oh yeah…. here’s our online dept… let’s move on….
Yesterday, I had a long phone conversation with a major Canadian broadcaster, much like the BBC.
They wanted to talk to me about “Citizen Journalists”.
“How do you get people to upload material?” they wanted to know. “How do you control the quality?”
I told them that I thought that the Travel Channel Academy was a pretty good model. You take those who are really interested in doing this (the high tuition weeds out the not-so-serious, and you teach them to deliver exactly what you want, music rights, releases, the whole package.
I waxed eloquently about the ‘democratization of the most powerful medium in the world’. (Canadians generally go for this kind of thing). Millions of people across Canada have video cameras and computers; millions of people (or at least thousands) have something they want to say. Become a publishing platform. Make the leap – empower the people!
The listened and said they understood the phenomenon, but at the moment they were pretty much limiting this to people getting shots of their trailer if it was hit by a tornado or something like that.
Many years ago, when I started touring major broadcast operations, the heads of the companies would always show me massive TV newsrooms, chock-a-block with equipment and cables. Hundreds of people at cubicles. Then we would move on to the radio operations. Same story. Sound room after glassed-in sound room. Then, on our way to lunch, we would pass an obscure corner with 3 or 4 long haired geeks gathered around a few computer terminals.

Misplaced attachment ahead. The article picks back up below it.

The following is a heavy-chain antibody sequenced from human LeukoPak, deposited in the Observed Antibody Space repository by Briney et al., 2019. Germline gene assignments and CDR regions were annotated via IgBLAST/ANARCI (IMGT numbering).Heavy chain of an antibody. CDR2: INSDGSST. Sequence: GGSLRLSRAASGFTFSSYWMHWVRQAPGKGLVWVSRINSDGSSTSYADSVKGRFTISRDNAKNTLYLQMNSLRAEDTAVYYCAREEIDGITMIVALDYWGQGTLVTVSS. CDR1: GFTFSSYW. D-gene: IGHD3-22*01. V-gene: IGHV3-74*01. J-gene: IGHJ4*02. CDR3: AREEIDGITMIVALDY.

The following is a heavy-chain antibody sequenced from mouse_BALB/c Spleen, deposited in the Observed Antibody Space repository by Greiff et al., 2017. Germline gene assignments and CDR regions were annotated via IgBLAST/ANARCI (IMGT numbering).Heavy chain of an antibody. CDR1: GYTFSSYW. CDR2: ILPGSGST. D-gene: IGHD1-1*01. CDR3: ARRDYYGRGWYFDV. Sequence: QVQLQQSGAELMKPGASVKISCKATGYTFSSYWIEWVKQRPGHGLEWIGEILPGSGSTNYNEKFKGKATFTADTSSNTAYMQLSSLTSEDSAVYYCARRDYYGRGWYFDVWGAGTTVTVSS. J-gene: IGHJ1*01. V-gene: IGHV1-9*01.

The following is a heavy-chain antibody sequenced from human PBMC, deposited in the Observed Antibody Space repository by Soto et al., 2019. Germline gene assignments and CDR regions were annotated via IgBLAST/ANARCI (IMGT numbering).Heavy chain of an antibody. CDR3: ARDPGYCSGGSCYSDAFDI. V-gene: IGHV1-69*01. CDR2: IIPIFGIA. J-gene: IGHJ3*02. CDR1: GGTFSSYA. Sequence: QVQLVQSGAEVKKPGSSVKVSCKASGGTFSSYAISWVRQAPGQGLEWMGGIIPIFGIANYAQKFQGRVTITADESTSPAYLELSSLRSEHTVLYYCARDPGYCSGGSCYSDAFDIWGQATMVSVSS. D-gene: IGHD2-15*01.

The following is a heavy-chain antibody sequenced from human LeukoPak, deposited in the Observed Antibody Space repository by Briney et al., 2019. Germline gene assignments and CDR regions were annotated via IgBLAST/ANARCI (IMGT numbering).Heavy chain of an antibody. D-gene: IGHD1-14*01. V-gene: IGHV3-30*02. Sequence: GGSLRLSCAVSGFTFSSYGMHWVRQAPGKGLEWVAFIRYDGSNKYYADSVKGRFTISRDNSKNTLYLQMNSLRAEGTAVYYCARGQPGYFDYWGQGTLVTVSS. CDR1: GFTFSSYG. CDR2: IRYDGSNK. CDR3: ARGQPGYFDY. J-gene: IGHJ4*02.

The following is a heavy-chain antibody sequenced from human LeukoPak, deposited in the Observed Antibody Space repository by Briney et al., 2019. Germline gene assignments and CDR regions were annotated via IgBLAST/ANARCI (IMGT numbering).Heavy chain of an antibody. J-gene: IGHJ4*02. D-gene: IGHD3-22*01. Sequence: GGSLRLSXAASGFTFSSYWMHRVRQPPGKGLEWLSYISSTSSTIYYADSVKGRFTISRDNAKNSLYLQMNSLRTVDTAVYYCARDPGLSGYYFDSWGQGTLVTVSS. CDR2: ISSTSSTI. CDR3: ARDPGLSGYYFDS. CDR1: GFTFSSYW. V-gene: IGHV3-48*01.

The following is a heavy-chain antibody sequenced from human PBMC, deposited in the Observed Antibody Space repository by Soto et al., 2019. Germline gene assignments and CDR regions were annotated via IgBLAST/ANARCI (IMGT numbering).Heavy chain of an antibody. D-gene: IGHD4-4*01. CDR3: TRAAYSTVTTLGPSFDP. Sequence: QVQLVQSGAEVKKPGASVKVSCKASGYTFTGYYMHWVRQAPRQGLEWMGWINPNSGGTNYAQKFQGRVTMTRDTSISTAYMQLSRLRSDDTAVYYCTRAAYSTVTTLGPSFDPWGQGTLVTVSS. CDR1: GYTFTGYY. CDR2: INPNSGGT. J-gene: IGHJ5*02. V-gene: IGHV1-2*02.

“And this….”, the CEO would say as we blew past, “is our Internet department…… Great website, guys”.
Then it was off to lunch.
It would have been difficult to predict at that time that a handful of geeks in the corner would one day come to dominate the entire industry. But they would… and they did.
When we come to the topic of “Citizen Journalism”, it very much reminds me of the way that major media companies once approached the Internet. They knew it was something they had to deal with, but they didn’t really want to. At best, they paid lip service to it and stuck them in the corner. Like the hope for the occasional video of the trailer hit by a tornado. Leave the rest of ‘us profesionals’.
One cameraman posting about Citizen Journalists on medialine wrote:
“Unfortunately untrained citizen journalists can not be prevented from writing whatever they want to write”
Yes, well that is sort of the basis of the First Amendment; but you can see the fear that this democratization instills.
And now, major media companies are just starting to come to grips with the revolution that these new technologies (cameras+edits+internet) have precipitated. And how are the responding? Pretty much the way they always respond to dynamic new technologies:
First, they close their eyes and hope they will go away.
Then, they grudgingly accept a few and stick them in the corner.
Last month, The New York Times reported that 10 hours of video are uploaded to Youtube every minute! (For those not in the TV business, 10 hours of video is an enormous amount of video, An average production company might produce 30 hours of video a year).
Technorati reports that there are now 70 million bloggers, worldwide. 70 million!
This is not an appendage to an existing way of working. This is an entirely new world being born, and one that we must pay attention to. It is not a matter of optional, it is a matter of survival.
It may indeed seem unfortunate to those ‘in the business’ that millions of people cannot be prevented from writing whatever they want, or indeed, shooting whatever video they want and uploading it. But there it is.
In the end, it is the market that will decide what is ‘quality’ and what is not, not some Executive Producers.
And that (as a figure from another era might have said) is the way it is.